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I may have phrased the question wrong. Like, yes, in England the king owns all the land by matter of right and can more or less claim it back from whoever, whenever, but even if they're politically weak compared to the king, he still has barons and earls running large tracts of his land at any given moment, and those barons and earls presumably have vassals of their own running some amount of their land. So that's more the direction of my question: how much of their own land is a given Great Noble likely to be running, vs how much they'd infeudate. (And yeah, England would probably be the most helpful kingdom to use as our benchmark.)

Because I read something recently that suggested a Great Noble couldn't let all their vassals collecticely run more than about a fifth of their land without losing the respect of their peers, and that seems nuts to me, because the other 80% is surely more than one dude can personally administer??? And also seems like it's treating vassalage as something they engage in just to reward people they like, rather than a necessity of the available technology and social structure.

I would be interested in where you read that at, since it defeats the whole purpose of the system which was to insure that there was direct administration over all given lands that could effectively do the job. While such a thing might be possible today, in the time AM is set in there is insufficient communication and travel speed to make it possible. Any noble attempting this who held a large swath of land would actually have very little control of it and the area would most likely see a sharp rise in criminal activity while generating very little wealth for the noble.

Best start with the Domesday book then. Working out percentages is likely best done from the Domesday Explorer - but access to it will cost money.
Why such percentages are important here for deeper understanding of English Feudalism escapes me, though.
In general, a vassal needs to provide service to his liege. The king and higher nobility had other ways to reward their servants and followers, but those looked out to turn their rewards into freeholds.

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OK, this is a fun question. And I'll try to give an overview (though, very much amateur enthusiast historian here - I'm not a "proper" academic medievalist!)

The nice neat idea is that in the feudal system in theory the overlord (king) owns everything. Lesser nobles (the "tenants in chief") hold land "from" the overlord or hold land from the tenants in chief. Some land is directly owned by the overlord, but he won't actual administer any of that himself - he'll appoint administrators and commanders (shire-reeves, castellans, etc.).

In the Domesday book, 17% of land is royal land, 190 tenants-in-chief hold 54%, and 26% belongs to bishops and abbots.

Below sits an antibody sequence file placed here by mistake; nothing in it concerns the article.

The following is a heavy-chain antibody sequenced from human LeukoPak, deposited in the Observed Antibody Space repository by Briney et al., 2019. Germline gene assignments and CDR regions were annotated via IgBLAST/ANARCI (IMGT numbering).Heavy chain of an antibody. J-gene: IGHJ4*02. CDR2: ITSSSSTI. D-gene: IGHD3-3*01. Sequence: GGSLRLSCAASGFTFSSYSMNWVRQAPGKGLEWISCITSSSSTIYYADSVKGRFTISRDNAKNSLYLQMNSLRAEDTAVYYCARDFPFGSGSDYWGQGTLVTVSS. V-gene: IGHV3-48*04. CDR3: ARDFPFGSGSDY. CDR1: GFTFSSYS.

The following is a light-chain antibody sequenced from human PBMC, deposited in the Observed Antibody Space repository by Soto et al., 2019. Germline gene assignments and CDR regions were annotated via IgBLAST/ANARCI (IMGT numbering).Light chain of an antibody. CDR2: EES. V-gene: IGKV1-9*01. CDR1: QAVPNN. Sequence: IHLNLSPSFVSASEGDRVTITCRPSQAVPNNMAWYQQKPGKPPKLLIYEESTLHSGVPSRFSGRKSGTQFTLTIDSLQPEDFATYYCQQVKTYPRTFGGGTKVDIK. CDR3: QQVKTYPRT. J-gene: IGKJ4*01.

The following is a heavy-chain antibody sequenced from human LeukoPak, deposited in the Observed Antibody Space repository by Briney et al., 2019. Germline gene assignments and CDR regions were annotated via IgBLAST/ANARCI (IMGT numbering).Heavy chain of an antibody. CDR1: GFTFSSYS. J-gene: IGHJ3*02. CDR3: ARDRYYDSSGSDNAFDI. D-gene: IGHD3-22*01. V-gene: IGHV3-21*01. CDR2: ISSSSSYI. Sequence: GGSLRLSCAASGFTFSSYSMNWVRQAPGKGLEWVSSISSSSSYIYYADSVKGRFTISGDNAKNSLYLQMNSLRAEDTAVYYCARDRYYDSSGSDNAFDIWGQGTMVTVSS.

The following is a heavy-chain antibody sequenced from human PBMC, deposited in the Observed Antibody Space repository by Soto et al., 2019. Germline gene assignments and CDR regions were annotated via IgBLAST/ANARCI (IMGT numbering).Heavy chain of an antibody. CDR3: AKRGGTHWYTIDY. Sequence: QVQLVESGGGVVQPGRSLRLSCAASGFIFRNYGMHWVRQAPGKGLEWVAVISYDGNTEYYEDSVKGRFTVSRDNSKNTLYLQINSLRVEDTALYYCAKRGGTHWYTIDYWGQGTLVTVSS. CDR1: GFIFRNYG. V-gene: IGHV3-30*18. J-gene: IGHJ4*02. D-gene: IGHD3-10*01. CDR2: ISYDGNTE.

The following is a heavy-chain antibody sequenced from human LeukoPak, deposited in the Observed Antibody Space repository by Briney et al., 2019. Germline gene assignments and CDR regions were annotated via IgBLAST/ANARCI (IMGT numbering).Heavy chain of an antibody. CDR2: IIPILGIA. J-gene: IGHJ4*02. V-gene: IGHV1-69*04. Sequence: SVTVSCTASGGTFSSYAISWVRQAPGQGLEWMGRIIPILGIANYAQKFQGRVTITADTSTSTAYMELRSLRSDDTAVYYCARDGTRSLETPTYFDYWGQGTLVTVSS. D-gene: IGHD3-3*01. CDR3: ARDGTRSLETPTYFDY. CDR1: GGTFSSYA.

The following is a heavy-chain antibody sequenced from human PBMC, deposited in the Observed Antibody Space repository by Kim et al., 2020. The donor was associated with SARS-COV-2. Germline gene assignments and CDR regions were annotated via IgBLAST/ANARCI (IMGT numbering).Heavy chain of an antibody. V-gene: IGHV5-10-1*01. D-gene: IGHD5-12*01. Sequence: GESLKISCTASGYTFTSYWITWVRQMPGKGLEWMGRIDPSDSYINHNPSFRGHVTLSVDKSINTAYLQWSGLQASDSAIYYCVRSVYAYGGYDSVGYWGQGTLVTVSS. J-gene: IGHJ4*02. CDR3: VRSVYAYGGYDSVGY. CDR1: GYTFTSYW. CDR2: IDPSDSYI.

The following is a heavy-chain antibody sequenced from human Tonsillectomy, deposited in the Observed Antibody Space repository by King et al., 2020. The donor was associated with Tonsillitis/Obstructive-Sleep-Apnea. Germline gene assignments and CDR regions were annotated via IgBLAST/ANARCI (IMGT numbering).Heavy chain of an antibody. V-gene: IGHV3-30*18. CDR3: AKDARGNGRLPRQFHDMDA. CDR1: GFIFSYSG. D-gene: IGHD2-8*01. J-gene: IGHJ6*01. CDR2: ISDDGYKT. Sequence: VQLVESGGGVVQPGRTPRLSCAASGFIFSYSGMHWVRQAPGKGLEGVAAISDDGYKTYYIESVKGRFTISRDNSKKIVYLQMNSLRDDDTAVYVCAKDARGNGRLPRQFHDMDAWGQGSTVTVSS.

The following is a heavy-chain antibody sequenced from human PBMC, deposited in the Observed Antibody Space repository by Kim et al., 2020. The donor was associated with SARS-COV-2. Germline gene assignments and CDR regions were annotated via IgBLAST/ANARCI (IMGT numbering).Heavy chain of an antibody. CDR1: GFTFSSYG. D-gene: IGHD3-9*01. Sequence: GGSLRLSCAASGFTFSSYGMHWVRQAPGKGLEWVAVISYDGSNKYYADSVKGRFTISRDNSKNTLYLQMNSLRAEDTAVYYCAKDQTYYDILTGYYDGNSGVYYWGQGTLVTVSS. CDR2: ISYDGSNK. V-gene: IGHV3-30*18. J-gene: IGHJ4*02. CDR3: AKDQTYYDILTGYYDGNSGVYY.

So, if you want to keep yourself sane, you could just assume for a "typical" feudal area, about a fifth = royal, a quarter = various bishops and abbots, and the rest (over half) is barons, earls, etc.

But a lot of the fun (including a lot of potential for stories and interesting settings) is in the detail. So, here is some other stuff you might want to play with:

  • An overlord can demand that a neighbouring magnate acknowledge him as an overlord without ever owning any actual land in that magnate's territory. E.g. the "I'm the King of France, you're the Duke of Brittany/Anjou/wherever - bow down to me so I can demand you send me soldiers and taxes in future" requires no change in local land administration.
  • Cities are becoming important, and their owners generally let the city's grandees "buy" a degree of self-government in return for fixed rents or money or service. This is utterly unimportant in, say, Scotland where there are no settlements with a population above 2,000, but is really important in, say, Flanders and Champagne, where there are big cities. A town might negotiate a "charter" where it administers its own affairs, appoints a mayor, administers "low justice" (not murder etc.) in return for a payment of, say 1,000 "soldiers" (i.e., armed citizens) for a month per year, or enough money to pay for 100 soldiers for whole year. At the start of the 13th C London gets a charter; by 1220 there are dozens of towns in England who also have charters, though usually for much lower fees than the example above. This seems kinda weird, because it means the owner (usually the king, but it could be a bishop or noble) is giving up control of economically powerful areas, but it's about simplicity - the king knows nothing about running trade, but certainly wants people to promise him predictable revenues or soldiers. Tensions between militarily-minded feudal lords and "free" commercially-minded cities make for good dynamics in sagas.
  • Royal lands may end up being the more strategically significant. Example, when William Rufus expanded the borders of England north to Carlisle, he made sure that the lands around Penrith (i.e. the lands on strategically important road from Lancaster to Carlisle) remained royal lands, but the impoverished and windswept hills off to the east he essentially subcontracted to one of his strongmen - saying in effect: look, you go subdue this unimportant area for me and you can be the Earl of Egremont, but I'm keeping control of this vital road.
  • Rights and privileges could overlap and get messy. The system was not neat. And this is fun for creating stories, either small or grand....